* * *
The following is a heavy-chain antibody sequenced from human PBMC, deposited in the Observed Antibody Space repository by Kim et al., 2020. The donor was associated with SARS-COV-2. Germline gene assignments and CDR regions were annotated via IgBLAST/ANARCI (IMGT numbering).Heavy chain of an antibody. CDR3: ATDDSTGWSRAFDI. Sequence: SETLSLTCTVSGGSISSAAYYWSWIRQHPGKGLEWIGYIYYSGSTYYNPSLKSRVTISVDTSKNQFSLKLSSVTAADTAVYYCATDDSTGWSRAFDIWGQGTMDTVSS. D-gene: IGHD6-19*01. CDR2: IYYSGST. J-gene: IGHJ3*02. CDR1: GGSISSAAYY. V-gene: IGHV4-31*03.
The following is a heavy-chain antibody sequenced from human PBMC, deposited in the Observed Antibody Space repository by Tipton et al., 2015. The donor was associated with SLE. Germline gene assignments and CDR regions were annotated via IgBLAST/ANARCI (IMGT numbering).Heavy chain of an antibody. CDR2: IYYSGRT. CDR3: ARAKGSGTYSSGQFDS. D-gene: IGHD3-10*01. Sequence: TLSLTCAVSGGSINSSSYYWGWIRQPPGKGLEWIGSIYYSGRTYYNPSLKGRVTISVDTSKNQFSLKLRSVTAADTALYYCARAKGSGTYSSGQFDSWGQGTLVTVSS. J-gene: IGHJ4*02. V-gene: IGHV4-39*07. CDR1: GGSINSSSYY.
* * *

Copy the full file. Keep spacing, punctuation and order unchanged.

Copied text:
The following is a heavy-chain antibody sequenced from human PBMC, deposited in the Observed Antibody Space repository by Kim et al., 2020. The donor was associated with SARS-COV-2. Germline gene assignments and CDR regions were annotated via IgBLAST/ANARCI (IMGT numbering).Heavy chain of an antibody. CDR3: ATDDSTGWSRAFDI. Sequence: SETLSLTCTVSGGSISSAAYYWSWIRQHPGKGLEWIGYIYYSGSTYYNPSLKSRVTISVDTSKNQFSLKLSSVTAADTAVYYCATDDSTGWSRAFDIWGQGTMDTVSS. D-gene: IGHD6-19*01. CDR2: IYYSGST. J-gene: IGHJ3*02. CDR1: GGSISSAAYY. V-gene: IGHV4-31*03.
The following is a heavy-chain antibody sequenced from human PBMC, deposited in the Observed Antibody Space repository by Tipton et al., 2015. The donor was associated with SLE. Germline gene assignments and CDR regions were annotated via IgBLAST/ANARCI (IMGT numbering).Heavy chain of an antibody. CDR2: IYYSGRT. CDR3: ARAKGSGTYSSGQFDS. D-gene: IGHD3-10*01. Sequence: TLSLTCAVSGGSINSSSYYWGWIRQPPGKGLEWIGSIYYSGRTYYNPSLKGRVTISVDTSKNQFSLKLRSVTAADTALYYCARAKGSGTYSSGQFDSWGQGTLVTVSS. J-gene: IGHJ4*02. V-gene: IGHV4-39*07. CDR1: GGSINSSSYY.